• Now the Philistines gathered their armies to battle, and came together to Sochoh which is in Judah, and pitched between Sochoh and Azekah, in the coast of Dammin. And Saul, and the men of Israel assembled and pitched in the valley of Elah and put themselves in battle array to meet the Phillistines. And the Philistines stood on a mountain on the one side, and Israel stood on a mountain on the other side: so a valley was between them. Then came a man between them both out of the tents of the Philistines, named Goliath of Gath: his height was six cubits and an hand breadth, And had an helmet of brass upon his head, and a brigandine upon him: and the weight of his brigandine was five thousand shekels of brass. And he had boots of brass upon his legs, and a shield of brass upon his shoulders. And the shaft of his spear was like a weaver’s beam: and his spear head weighed six hundred shekels of iron: and one bearing a shield went before him. And he stood, and cried against the host of Israel, and said unto them, Why are ye come to set your battle in array? am I not a Philistine, and you servants to Saul? choose you a man for you, and let him come down to me. If he be able to fight with me, and kill me, then will we be your servants: but if I overcome him, and kill him, then shall ye be our servants, and serve us. Also the Philistine said, I defy the host of Israe this day: give me a man, that we may fight together. When Saul and all Israel heard those words of the Philistine, they were discouraged, and greatly afraid. Now this David was the son of an Ephrathite of Bethlehem Judah, named esse, which had eight sons: and this man was taken for an old man in the days of Saul. And the three eldest sons of Jesse went and followed Saul to the battle: and the names of his three sons that went to battle were Eliab the eldest, and the next Abinadab, and the third Shammah. So David was the least: and the three eldest went after Saul. David also went, but he returned from Saul to feed his father’s sheep in Bethlehem. And the Philistines drew near in the morning, and evening, and continued forty days. And Jesse said unto David his son, Take now for thy brethren an Ephah of this parched corn, and these ten cakes, and run to the host to thy brethren. Also carry these ten fresh cheeses unto the captain, and look how thy brethren fare, and receive their pledge. (Then Saul and they, and all the men of Israel were in the valley of Elah, fighting with the Philistines.) So David rose up early in the morning, and left the sheep with a keeper, and took and went as Jesse had commanded him, and came within the compass of the host: and the host went out in array, and shouted in the battle. For Israel and the Philistines had put themselves in array, army against army. And David left the things which he bare, under the hands of the keeper of the carriage, and ran into the host, and came, and asked his brethren how they did. And as he talked with them, behold, the man that was between the two armies, came up, (whose name was Goliath the Philistines of Gath) out of the army of the Philistines, and spake such words, and David heard them. And all the men of Israel when they saw the man, ran away from him, they were sore afraid. For every man of Israel said, Saw ye not this man that cometh up? even to revile Israel is he come up: and to him that killeth him, will the King give great riches, and will give him his daughter, yea, and make his father’s house free in Israel. Then David spake to the men that stood with him, and said, What shall be done to the man that killeth this Philistine, and taketh away the shame from Israel? for who is this uncircumcised Philistine, that he should revile against the host of the living God? And the people answered him after this manner, saying, Thus shall it be done to the man that killeth him. And Eliab his eldest brother heard when he spake unto the men, and Eliab was very angry with David, and said, Why camest thou down hither? and with whom hast thou left those few sheep in the wilderness? I know thy pride and the malice of thine heart, that thou art come down to see the battle. Then David said, What have I now done? Is there not a cause? And he departed from him into the presence of another, and spae of the same manner, and the people answered him according to the former words. And they that heard the words which David spake, rehearsed them before Saul, which caused him to be brought. So Saul said to David, Thou art not able to go against this Philistine to fight with him: for thou art a boy, and he is a man of war from his youth. And David answered unto Saul, Thy servant kept his father’s sheep, and there came a lion, and likewise a bear, and took a sheep out of the flock, And I went out after him and smote him, and took it out of his mouth: and when he arose against me, I caught him by the beard, and smote him, and slew him. So thy servant slew both the lion, and the bear: therefore this uncircumcised Philistine shall be as one of them, seeing he hath railed on the host of the living God. Moreover David said, The Lord that delivered me out of the paw of the lion, and out of the paw of the bear, he will deliver me out of the land of this Philistine. Then Saul said unto David, Go, and the Lod be with thee. And Saul put his raient upon David, and put an helmet of brass upon his head, and put a brigandine upon him. Then girded David his sword upon his raiment, and began to go: for he never proved it: and David said unto Saul, I can not go with these: for I am not accustomed. Wherefore David put them off him. Then took he his staff in his hand, and chose him five smooth stones out of a brook, and put them in his shepherd’s bag or scrip, and his sling was in his hand, and he drew near to the Philisitnes. And the Philistine came and drew near unto David, and the man that bare the shield went before him. Now when the Philistines looked about and saw David, he disdained him: for he was but young, ruddy, and of a comely face. And the Philistine said unto David, Am I a dog, that thou comest to me with staves? And the Philistine cursed David by his gods. And the Philistine said to David, Come to me, and I will give thy flesh unto the fowls of the heaven, and to the beasts of the field. Then said David to the Philistine, Thou comest to me with a sword, and with a spear, and with a shield, but I come to thee in the Name of the Lord of hosts, the God of the host of Israel, which thou hast railed upon. This day shall the Lord close thee in mine hand, and I shall smite thee, and take thine head from thee, and I will give the carcasses of the host of the Philistines this day unto the fowls of the heaven, and to the beasts of the earth, that all the world may know that Israel hath a God, And that all this assembly may know, that the Lord saveth not with sword nor with spear, (for the battle is the Lord’s) and he will give you into our hands. And when the Philistine arose to come and draw near unto David, David hasted and ran to fight against the Philistine. And David put his hand in his bag, and took out a stone, and slang it, and smote the Philistine in his forehead, that the stone sticked in his forehead, and he fell groveling to the earth. So David overcame the Philistine with a sling and with a stone, and smote the Philistine, and slew him, when David had no sword in his hands. Then David ran, and stood upon the Philistine, and took his sword and drew it out of his sheath, and slew him, and cut off his head therewith. So when the Philistines saw that their companion was dead, they fled. And the men of Israel and Judah arose, and shouted, and followed after the Phlistines, until they came to the valley, and unto the gates of Ekron: and the Philistines fell down wounded by the way of Shaaraim, even to Gath and to Ekron. And the children of Israel returned from pursuing the Philistines, and spoiled their tents. And David took the head of the Philistine, and brought it to Jerusalem, and put his armor in his tent. When Saul saw David go forth against the Philistine, he said unto Abner the captain of the host, Abner, whose son is this young man? and Abner answered, As thy soul liveth, O King, I cannot tell. Then the king said, Inquire thou whose son this young man is. And when David was returned from the slaughter of the Philistine, then Abner took him and brought him before Saul with the head of the Philistine in his hand. And Saul said unto him, Whose son art thou, thou young man? And David answered, I am the son of thy servant Jesse the Bethlehemite. 1 Samuel 17:1–58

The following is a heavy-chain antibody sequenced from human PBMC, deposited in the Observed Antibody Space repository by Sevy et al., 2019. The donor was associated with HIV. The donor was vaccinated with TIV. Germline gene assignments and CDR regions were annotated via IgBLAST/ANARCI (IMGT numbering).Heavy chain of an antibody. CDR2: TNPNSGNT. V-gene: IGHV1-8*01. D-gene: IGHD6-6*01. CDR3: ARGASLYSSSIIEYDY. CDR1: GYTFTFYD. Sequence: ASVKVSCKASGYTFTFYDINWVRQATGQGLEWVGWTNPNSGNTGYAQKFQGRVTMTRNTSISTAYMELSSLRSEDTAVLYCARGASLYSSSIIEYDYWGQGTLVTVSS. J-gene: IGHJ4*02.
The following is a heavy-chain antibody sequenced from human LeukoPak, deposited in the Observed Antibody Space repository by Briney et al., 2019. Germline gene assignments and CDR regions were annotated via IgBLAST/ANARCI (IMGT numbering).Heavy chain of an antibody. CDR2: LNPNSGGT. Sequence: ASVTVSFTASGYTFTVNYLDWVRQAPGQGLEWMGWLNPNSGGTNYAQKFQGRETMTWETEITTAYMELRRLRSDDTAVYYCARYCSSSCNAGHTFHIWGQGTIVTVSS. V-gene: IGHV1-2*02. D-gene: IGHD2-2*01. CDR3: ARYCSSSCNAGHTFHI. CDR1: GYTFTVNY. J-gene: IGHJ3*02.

• Go to now, ye rich men: weep, and howl for your miseries that shall come upon you. Your riches are corrupt, and your garments are moth eaten. Your gold and silver is cankered, and the rust of them shall be a witness against you, and shall eat your flesh, as it were fire. Ye have heaped up treasure for the last days. Behold, the hire of the laborers, which have reaped your fields (which is of you kept back by fraud) crieth, and the cries of them which have reaped, are entered into the ears of the Lord of hosts. Ye have lived in pleasure on the earth, and in wantonnes. Ye have nourished your hearts, as in a day of slaughterJames 5:1–12
  • Behold mine affliction, and deliver me: for I have not forgotten thy law. Plead my cause, and deliver me: quicken me according unto thy word. Salvation is far from the wicked, because they seek not thy statutes. Great art thy tender mercies, O Lord: quicken me according to thy judgments. My persecutors and mine oppressors are many: yet do I not swerve from thy testimonies. I saw the transgressors and was grieved, because they kept not thy word. Consider, O Lord, how I love thy precepts: quicken me according to thy loving kindness. The beginning of thy word is truth, and all the judgments of thy righteousness endure foreverPsalm 119:153–176